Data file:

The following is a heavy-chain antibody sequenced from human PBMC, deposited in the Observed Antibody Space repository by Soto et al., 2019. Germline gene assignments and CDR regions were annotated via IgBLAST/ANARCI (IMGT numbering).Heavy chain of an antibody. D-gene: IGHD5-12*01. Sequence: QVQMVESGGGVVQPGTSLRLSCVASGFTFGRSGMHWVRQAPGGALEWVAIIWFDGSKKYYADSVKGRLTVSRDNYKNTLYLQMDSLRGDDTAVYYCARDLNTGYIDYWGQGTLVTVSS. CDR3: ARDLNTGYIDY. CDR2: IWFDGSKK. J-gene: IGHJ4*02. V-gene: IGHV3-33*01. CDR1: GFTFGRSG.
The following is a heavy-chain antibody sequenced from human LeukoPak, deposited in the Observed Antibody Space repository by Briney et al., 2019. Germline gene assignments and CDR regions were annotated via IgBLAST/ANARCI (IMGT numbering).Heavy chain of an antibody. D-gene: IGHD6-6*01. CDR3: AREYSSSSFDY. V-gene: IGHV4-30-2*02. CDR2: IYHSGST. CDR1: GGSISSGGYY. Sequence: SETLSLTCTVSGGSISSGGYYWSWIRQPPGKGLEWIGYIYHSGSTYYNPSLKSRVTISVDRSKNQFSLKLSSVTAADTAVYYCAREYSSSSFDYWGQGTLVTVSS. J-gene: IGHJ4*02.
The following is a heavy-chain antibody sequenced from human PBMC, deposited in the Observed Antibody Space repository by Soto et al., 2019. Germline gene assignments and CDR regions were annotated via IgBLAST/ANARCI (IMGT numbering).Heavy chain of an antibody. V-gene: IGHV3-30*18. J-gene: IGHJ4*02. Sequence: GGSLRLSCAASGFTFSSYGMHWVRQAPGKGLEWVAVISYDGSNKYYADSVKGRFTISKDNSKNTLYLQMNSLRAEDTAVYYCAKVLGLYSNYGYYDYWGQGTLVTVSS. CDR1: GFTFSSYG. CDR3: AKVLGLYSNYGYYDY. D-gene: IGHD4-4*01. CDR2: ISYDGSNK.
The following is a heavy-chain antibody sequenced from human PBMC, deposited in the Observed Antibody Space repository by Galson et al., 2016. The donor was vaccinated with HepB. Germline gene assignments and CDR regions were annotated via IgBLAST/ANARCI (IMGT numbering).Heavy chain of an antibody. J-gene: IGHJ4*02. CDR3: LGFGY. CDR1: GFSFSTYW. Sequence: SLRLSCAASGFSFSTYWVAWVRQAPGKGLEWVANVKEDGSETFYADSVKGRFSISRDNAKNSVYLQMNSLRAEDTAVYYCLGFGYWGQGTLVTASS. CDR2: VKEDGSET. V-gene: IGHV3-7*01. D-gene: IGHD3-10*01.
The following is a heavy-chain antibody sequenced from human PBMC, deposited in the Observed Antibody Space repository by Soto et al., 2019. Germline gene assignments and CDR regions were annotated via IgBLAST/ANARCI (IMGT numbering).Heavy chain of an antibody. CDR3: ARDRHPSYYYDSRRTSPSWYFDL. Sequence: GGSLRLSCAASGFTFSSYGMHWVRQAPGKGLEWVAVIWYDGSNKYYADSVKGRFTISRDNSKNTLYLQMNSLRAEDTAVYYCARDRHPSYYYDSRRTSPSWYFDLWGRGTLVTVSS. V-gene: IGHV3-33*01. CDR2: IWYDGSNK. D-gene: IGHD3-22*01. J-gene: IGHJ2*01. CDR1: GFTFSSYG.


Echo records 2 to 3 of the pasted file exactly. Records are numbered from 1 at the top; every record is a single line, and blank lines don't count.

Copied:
The following is a heavy-chain antibody sequenced from human LeukoPak, deposited in the Observed Antibody Space repository by Briney et al., 2019. Germline gene assignments and CDR regions were annotated via IgBLAST/ANARCI (IMGT numbering).Heavy chain of an antibody. D-gene: IGHD6-6*01. CDR3: AREYSSSSFDY. V-gene: IGHV4-30-2*02. CDR2: IYHSGST. CDR1: GGSISSGGYY. Sequence: SETLSLTCTVSGGSISSGGYYWSWIRQPPGKGLEWIGYIYHSGSTYYNPSLKSRVTISVDRSKNQFSLKLSSVTAADTAVYYCAREYSSSSFDYWGQGTLVTVSS. J-gene: IGHJ4*02.
The following is a heavy-chain antibody sequenced from human PBMC, deposited in the Observed Antibody Space repository by Soto et al., 2019. Germline gene assignments and CDR regions were annotated via IgBLAST/ANARCI (IMGT numbering).Heavy chain of an antibody. V-gene: IGHV3-30*18. J-gene: IGHJ4*02. Sequence: GGSLRLSCAASGFTFSSYGMHWVRQAPGKGLEWVAVISYDGSNKYYADSVKGRFTISKDNSKNTLYLQMNSLRAEDTAVYYCAKVLGLYSNYGYYDYWGQGTLVTVSS. CDR1: GFTFSSYG. CDR3: AKVLGLYSNYGYYDY. D-gene: IGHD4-4*01. CDR2: ISYDGSNK.